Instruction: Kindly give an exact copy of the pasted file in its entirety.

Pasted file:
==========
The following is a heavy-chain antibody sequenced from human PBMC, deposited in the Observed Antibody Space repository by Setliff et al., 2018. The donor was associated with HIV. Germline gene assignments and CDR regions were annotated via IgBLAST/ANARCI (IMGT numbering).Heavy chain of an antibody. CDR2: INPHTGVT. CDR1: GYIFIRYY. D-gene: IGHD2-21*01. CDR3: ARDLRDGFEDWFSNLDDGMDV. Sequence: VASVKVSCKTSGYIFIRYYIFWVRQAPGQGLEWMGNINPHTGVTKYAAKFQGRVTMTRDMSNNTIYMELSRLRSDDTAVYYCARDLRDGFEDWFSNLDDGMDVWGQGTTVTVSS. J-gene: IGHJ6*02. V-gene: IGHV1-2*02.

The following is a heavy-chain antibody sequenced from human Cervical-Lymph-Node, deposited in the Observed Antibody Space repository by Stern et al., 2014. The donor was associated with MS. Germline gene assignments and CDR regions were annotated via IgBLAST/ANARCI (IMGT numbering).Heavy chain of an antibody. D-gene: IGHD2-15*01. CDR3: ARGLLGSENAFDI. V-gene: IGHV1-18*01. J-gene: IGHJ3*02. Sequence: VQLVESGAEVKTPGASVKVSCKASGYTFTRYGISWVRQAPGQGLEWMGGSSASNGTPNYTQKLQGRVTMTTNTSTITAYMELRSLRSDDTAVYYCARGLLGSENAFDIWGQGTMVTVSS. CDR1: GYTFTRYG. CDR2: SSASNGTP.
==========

The following is a heavy-chain antibody sequenced from human PBMC, deposited in the Observed Antibody Space repository by Setliff et al., 2018. The donor was associated with HIV. Germline gene assignments and CDR regions were annotated via IgBLAST/ANARCI (IMGT numbering).Heavy chain of an antibody. CDR2: INPHTGVT. CDR1: GYIFIRYY. D-gene: IGHD2-21*01. CDR3: ARDLRDGFEDWFSNLDDGMDV. Sequence: VASVKVSCKTSGYIFIRYYIFWVRQAPGQGLEWMGNINPHTGVTKYAAKFQGRVTMTRDMSNNTIYMELSRLRSDDTAVYYCARDLRDGFEDWFSNLDDGMDVWGQGTTVTVSS. J-gene: IGHJ6*02. V-gene: IGHV1-2*02.

The following is a heavy-chain antibody sequenced from human Cervical-Lymph-Node, deposited in the Observed Antibody Space repository by Stern et al., 2014. The donor was associated with MS. Germline gene assignments and CDR regions were annotated via IgBLAST/ANARCI (IMGT numbering).Heavy chain of an antibody. D-gene: IGHD2-15*01. CDR3: ARGLLGSENAFDI. V-gene: IGHV1-18*01. J-gene: IGHJ3*02. Sequence: VQLVESGAEVKTPGASVKVSCKASGYTFTRYGISWVRQAPGQGLEWMGGSSASNGTPNYTQKLQGRVTMTTNTSTITAYMELRSLRSDDTAVYYCARGLLGSENAFDIWGQGTMVTVSS. CDR1: GYTFTRYG. CDR2: SSASNGTP.